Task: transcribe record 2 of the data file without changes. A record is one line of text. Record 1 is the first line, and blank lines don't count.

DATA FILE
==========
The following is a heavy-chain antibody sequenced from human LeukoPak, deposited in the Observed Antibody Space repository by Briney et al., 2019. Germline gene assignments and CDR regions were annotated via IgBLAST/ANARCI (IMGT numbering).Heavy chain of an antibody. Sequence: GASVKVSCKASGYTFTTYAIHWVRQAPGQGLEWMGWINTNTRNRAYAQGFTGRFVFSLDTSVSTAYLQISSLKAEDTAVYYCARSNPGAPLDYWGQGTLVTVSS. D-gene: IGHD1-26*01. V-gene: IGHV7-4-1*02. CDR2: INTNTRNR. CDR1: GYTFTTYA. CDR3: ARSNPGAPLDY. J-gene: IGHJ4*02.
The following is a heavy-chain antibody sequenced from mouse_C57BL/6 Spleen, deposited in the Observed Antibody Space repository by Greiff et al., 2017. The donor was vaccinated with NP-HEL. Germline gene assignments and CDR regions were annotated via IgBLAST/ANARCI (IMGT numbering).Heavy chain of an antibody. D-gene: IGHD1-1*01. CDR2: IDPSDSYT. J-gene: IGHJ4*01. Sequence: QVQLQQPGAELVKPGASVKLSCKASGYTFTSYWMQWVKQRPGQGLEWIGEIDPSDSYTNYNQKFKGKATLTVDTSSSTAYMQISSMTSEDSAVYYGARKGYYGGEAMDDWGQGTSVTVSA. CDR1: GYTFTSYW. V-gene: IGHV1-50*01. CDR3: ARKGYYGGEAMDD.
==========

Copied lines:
The following is a heavy-chain antibody sequenced from mouse_C57BL/6 Spleen, deposited in the Observed Antibody Space repository by Greiff et al., 2017. The donor was vaccinated with NP-HEL. Germline gene assignments and CDR regions were annotated via IgBLAST/ANARCI (IMGT numbering).Heavy chain of an antibody. D-gene: IGHD1-1*01. CDR2: IDPSDSYT. J-gene: IGHJ4*01. Sequence: QVQLQQPGAELVKPGASVKLSCKASGYTFTSYWMQWVKQRPGQGLEWIGEIDPSDSYTNYNQKFKGKATLTVDTSSSTAYMQISSMTSEDSAVYYGARKGYYGGEAMDDWGQGTSVTVSA. CDR1: GYTFTSYW. V-gene: IGHV1-50*01. CDR3: ARKGYYGGEAMDD.